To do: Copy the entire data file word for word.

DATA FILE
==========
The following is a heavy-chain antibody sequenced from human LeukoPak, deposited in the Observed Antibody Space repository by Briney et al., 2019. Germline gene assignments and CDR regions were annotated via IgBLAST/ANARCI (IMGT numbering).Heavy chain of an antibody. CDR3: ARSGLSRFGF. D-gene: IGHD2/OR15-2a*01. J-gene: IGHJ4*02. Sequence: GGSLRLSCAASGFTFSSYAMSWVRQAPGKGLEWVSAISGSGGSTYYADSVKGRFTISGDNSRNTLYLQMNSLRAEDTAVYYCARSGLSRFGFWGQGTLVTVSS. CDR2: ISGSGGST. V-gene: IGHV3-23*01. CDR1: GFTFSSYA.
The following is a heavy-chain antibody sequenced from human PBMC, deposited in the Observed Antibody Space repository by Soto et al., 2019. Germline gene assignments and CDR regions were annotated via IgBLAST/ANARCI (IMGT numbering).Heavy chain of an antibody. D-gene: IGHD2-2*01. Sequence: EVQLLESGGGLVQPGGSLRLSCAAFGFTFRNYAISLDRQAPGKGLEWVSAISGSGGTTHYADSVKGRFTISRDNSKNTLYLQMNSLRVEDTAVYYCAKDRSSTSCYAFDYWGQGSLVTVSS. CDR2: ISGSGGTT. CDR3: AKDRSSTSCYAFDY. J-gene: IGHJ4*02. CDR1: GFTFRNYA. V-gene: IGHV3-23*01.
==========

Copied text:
The following is a heavy-chain antibody sequenced from human LeukoPak, deposited in the Observed Antibody Space repository by Briney et al., 2019. Germline gene assignments and CDR regions were annotated via IgBLAST/ANARCI (IMGT numbering).Heavy chain of an antibody. CDR3: ARSGLSRFGF. D-gene: IGHD2/OR15-2a*01. J-gene: IGHJ4*02. Sequence: GGSLRLSCAASGFTFSSYAMSWVRQAPGKGLEWVSAISGSGGSTYYADSVKGRFTISGDNSRNTLYLQMNSLRAEDTAVYYCARSGLSRFGFWGQGTLVTVSS. CDR2: ISGSGGST. V-gene: IGHV3-23*01. CDR1: GFTFSSYA.
The following is a heavy-chain antibody sequenced from human PBMC, deposited in the Observed Antibody Space repository by Soto et al., 2019. Germline gene assignments and CDR regions were annotated via IgBLAST/ANARCI (IMGT numbering).Heavy chain of an antibody. D-gene: IGHD2-2*01. Sequence: EVQLLESGGGLVQPGGSLRLSCAAFGFTFRNYAISLDRQAPGKGLEWVSAISGSGGTTHYADSVKGRFTISRDNSKNTLYLQMNSLRVEDTAVYYCAKDRSSTSCYAFDYWGQGSLVTVSS. CDR2: ISGSGGTT. CDR3: AKDRSSTSCYAFDY. J-gene: IGHJ4*02. CDR1: GFTFRNYA. V-gene: IGHV3-23*01.